Meeting Recap: October 13, 2010 (Internships)

Posted by Taylor Mirfendereski, RTDNA President


Last Wednesday we had the opportunity to Skype with current Today Show intern Kirstie Zontini. Kirstie told us about her experiences thus far at the Today Show and talked to our members about what prepared her to land a national internship. Kirstie advised RTDNA members to take advantage of every show that OU has to offer and to get involved with activities that will make your resume stand our more than another applicant’s.

After Skyping with Kirstie, several of our executive officers discussed their internship experiences and took questions from the members about securing an internship.

Because OU has such a long winter break, we advised our members to take advantage of internship opportunities during that time. While you’re certainly not required to intern more than once in your college career, gaining professional exposure early on could better position you to land a highly sought internship.

Below you’ll find additional advice about getting an internship and a list of places that you may want to consider applying.


  • When applying for an internship, you’ll likely find yourself in one of two scenarios:
  1. The organization that you’re applying to already has an internship program. You would like to intern with this organization for a full quarter or semester.
  2. The organization that you’re applying to already has an internship program, but does not include “short” internships (over winter break) in their program. For the purpose of this explanation, we’ll call this an “unconventional” internship.
  • In the first scenario, they’ll likely require you to fill out an application and send a resume & cover letter. They may also ask you to include writing or broadcast samples.
  • In the second scenario, you’ll have to reach out to the news organization directly to express your interest in interning over  break. Here’s what you should do: (1.) Identify the person that you should contact. This will usually be an internship coordinator or HR person. If you’re not sure who to contact, say something like this in your email: “If you’re not the correct person that I should be contacting about this matter, could you please forward me to the appropriate person? You could also call the station’s assignment desk to get some direction. (2.) Send an e-mail that expresses your interest and availability. If applicable, send your resume, cover letter and any work samples that you may have. Offer to speak with the person on the phone to discuss the matter further. (3.) If you do not hear back from them in a timely manner, do not hesitate to follow up!


  • We’ll conduct a resume and cover letter workshop this spring before our local conference. That workshop will  go into more specific detail about how to make a resume and cover letter, but if you plan on applying for an opportunity for this winter, you should have resume and cover letter now.
  • Don’t know how to make a resume or write a cover letter? The Internet is a great place to start! Here’s an article about what makes a good journalism cover letter and you can also find plenty of examples in books at the library  or online. Here’s a “how to” article about making a resume from the CUNY Graduate School of Journalism.  You should also check out career services at Ohio University.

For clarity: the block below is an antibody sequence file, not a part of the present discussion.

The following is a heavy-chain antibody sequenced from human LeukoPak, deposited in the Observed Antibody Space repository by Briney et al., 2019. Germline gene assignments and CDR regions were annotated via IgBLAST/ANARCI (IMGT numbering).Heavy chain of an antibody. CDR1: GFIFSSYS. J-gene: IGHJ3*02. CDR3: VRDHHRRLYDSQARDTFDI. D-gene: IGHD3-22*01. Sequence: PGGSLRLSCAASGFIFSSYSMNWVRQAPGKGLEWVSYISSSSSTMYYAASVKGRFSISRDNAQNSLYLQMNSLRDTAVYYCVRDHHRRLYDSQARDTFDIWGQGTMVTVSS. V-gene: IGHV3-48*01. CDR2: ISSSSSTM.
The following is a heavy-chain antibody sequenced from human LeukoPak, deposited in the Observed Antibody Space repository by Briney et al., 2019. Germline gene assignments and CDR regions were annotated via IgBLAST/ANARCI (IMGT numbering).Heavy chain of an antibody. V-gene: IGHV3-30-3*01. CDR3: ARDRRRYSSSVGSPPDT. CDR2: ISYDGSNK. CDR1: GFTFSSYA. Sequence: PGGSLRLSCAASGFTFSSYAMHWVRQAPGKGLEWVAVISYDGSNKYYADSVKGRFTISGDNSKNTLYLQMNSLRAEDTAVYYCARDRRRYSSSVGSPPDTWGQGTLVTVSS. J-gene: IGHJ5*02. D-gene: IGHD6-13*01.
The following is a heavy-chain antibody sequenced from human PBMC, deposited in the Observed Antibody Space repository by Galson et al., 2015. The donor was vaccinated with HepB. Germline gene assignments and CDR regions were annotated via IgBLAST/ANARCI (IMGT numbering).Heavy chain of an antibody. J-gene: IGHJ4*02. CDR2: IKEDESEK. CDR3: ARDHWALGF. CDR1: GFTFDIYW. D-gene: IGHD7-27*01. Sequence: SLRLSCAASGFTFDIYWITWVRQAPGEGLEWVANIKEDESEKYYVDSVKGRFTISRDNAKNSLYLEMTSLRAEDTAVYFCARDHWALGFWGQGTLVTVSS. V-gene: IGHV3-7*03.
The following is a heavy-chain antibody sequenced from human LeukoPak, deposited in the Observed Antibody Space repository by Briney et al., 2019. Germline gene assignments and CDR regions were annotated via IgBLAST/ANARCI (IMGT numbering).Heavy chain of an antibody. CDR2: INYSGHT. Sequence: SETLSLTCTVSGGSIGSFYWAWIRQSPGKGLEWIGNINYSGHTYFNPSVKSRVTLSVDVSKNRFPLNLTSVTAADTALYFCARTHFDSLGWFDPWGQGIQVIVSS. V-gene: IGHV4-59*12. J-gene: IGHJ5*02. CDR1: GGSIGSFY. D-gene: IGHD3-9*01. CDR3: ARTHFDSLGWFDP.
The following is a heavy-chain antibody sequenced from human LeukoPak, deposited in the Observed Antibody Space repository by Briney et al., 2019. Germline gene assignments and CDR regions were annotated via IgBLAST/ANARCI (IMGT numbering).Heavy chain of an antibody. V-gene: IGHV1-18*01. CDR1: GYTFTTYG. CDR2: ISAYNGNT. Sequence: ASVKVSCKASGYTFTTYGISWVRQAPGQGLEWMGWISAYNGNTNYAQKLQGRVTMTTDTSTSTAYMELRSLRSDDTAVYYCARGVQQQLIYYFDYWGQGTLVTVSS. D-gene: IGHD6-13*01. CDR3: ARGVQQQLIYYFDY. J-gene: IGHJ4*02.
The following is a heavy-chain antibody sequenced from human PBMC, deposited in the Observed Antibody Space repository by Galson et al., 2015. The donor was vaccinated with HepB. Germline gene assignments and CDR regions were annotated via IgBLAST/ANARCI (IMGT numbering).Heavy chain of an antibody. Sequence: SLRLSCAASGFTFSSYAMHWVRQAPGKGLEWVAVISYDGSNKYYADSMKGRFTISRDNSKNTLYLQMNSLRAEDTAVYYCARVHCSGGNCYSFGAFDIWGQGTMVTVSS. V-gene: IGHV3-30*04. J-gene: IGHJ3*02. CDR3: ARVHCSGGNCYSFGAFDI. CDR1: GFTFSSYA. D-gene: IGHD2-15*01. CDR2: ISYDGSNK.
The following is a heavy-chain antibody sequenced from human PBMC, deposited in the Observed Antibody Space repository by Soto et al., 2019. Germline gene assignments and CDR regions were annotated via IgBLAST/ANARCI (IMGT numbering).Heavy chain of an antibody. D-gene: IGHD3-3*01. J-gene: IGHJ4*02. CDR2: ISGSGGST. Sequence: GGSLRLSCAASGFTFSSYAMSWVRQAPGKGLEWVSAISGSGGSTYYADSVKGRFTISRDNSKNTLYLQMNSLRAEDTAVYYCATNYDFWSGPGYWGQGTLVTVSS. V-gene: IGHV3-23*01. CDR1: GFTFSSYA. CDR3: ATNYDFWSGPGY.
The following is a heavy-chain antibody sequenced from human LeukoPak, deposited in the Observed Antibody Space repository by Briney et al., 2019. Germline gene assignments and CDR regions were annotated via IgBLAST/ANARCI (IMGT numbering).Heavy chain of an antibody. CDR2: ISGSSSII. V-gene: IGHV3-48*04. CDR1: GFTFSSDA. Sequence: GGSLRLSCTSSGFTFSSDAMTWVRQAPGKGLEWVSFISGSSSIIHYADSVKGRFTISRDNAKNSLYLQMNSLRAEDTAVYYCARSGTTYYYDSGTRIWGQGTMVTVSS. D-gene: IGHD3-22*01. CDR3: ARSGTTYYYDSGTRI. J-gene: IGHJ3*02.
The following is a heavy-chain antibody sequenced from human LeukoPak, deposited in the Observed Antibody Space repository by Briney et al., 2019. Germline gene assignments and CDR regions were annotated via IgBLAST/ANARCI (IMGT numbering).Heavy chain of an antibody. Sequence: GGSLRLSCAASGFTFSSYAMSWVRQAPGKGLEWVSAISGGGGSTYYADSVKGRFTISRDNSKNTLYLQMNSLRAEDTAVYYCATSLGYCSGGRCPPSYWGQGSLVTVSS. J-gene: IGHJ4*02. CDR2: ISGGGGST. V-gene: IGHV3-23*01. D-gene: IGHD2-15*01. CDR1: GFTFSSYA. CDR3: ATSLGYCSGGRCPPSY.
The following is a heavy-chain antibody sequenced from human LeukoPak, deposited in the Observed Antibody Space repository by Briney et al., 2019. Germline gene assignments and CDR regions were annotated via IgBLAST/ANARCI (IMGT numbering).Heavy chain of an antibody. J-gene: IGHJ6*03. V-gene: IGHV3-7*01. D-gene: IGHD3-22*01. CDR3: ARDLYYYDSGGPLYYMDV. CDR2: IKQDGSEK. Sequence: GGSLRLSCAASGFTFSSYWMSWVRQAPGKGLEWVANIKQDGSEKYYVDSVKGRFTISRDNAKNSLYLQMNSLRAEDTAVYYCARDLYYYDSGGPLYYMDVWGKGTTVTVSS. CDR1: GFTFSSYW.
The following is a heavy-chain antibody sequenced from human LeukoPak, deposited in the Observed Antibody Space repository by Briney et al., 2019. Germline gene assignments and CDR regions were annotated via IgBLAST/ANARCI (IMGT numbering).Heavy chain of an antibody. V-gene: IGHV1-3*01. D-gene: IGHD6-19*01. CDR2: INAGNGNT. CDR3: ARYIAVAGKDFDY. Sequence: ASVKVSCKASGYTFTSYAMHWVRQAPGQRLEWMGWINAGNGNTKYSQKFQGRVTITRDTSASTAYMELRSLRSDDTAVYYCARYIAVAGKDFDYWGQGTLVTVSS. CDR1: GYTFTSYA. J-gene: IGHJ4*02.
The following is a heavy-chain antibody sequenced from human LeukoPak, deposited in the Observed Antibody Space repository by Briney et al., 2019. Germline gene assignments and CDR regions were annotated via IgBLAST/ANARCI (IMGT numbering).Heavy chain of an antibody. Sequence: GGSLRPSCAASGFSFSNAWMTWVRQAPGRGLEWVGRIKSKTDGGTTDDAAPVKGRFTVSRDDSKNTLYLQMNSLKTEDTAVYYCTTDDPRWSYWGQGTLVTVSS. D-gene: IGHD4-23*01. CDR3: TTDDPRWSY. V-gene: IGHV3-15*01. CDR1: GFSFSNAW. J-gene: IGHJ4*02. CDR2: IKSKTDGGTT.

• Your resume and cover letter probably won’t be perfect the first time you write it. It’s an evolving document that should continue to get better over time. Always have one or two people edit and critique it before sending it somewhere. Ask a teacher, a professional mentor, or one of us.
  • If you’re a freshman, you may not have broadcast work samples right off the bat, but start to accumulate work. If you ever write a cool story, shoot an interesting video, write something thought-provoking on a blog, or have something else that you’re especially proud of, make note of it. Share it in your e-mail, application or during your interview.


  • Even though we’re mostly broadcast majors, do not discount the benefits of doing a short internship at a newspaper or magazine. Many of your local newspapers may not have  employees with a strong videos background, so you could be an asset to them by helping with multimedia.
  • Be sure that you’re prepared for whatever internship that you decide to take on. If you haven’t yet learned how to properly shoot video, we don’t advise that you go somewhere where your knowledge of shooting will be intragual to the information that you take away from the internship. If you intern somewhere demanding and you are underprepared, you won’t be as much of an asset to the news organization and you won’t leave a lasting impression on your co-workers at the internship.
  • The RTDNA executive board has compiled a list of news organizations for you to contact about interning during your winter intercession. We have not confirmed if they are accepting interns. We also can’t guarantee that the contact information listed is correct.  We just wanted to provide you with a place to start. I hope this is helpful!
  1. WLWT – News 5 (Cincinnati, OH) Contact: Caroline Armstrong (513) 412-5099,
  2. WOUB (Athens, OH)
  3. WCMH – NBC4 (Columbus, OH) Contact:
  4. COLUMBUS DISPATCH  (Columbus, OH)
  5. WBNS (Columbus, OH) Contact:
  7. WTVG  News (Toledo, OH) Contact: Ann King (419) 531-1313
  8. WTOL NEWS 11 (Toledo, OH) Contact: Marie Dunn-Harris at or Bridget Foster at
  9. WNWO – NBC24 (Toledo, OH)
  10. WLIO TV (Lima, OH) Contact: (419)228-5909
  11. WTVE (Reading, Pennsylvania) Contact:
  12. DAYTON DAILY NEWS (Dayton, OH)
  13. WDTN (Dayton, OH)
  14. WHIO (Dayton, OH)
  15. WLWT (Cincinnati, OH) Contact: Jay Murdock for “online internship”
  16. WSAZ (Hunington, WV and Charleston, WV) Contact: Kari Anderson
  17. WKYC (Cleveland/ Akron, OH) Contact:

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